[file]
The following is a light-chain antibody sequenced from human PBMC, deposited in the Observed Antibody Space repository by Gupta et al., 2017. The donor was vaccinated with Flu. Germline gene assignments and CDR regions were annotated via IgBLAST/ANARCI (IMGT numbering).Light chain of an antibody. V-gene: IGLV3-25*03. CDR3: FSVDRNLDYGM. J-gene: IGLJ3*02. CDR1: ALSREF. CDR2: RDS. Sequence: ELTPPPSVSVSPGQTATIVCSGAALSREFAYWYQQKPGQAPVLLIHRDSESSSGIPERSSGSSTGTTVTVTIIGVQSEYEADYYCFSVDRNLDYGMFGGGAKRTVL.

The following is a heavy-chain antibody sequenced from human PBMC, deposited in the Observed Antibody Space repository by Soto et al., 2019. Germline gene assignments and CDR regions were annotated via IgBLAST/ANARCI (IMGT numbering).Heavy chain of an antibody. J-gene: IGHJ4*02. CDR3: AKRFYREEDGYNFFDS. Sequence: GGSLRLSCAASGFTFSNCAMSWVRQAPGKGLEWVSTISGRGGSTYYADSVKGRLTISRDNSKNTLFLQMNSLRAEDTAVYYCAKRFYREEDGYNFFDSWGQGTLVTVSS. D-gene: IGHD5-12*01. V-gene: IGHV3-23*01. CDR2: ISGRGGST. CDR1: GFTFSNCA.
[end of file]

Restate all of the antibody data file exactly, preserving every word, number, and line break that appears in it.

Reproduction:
The following is a light-chain antibody sequenced from human PBMC, deposited in the Observed Antibody Space repository by Gupta et al., 2017. The donor was vaccinated with Flu. Germline gene assignments and CDR regions were annotated via IgBLAST/ANARCI (IMGT numbering).Light chain of an antibody. V-gene: IGLV3-25*03. CDR3: FSVDRNLDYGM. J-gene: IGLJ3*02. CDR1: ALSREF. CDR2: RDS. Sequence: ELTPPPSVSVSPGQTATIVCSGAALSREFAYWYQQKPGQAPVLLIHRDSESSSGIPERSSGSSTGTTVTVTIIGVQSEYEADYYCFSVDRNLDYGMFGGGAKRTVL.

The following is a heavy-chain antibody sequenced from human PBMC, deposited in the Observed Antibody Space repository by Soto et al., 2019. Germline gene assignments and CDR regions were annotated via IgBLAST/ANARCI (IMGT numbering).Heavy chain of an antibody. J-gene: IGHJ4*02. CDR3: AKRFYREEDGYNFFDS. Sequence: GGSLRLSCAASGFTFSNCAMSWVRQAPGKGLEWVSTISGRGGSTYYADSVKGRLTISRDNSKNTLFLQMNSLRAEDTAVYYCAKRFYREEDGYNFFDSWGQGTLVTVSS. D-gene: IGHD5-12*01. V-gene: IGHV3-23*01. CDR2: ISGRGGST. CDR1: GFTFSNCA.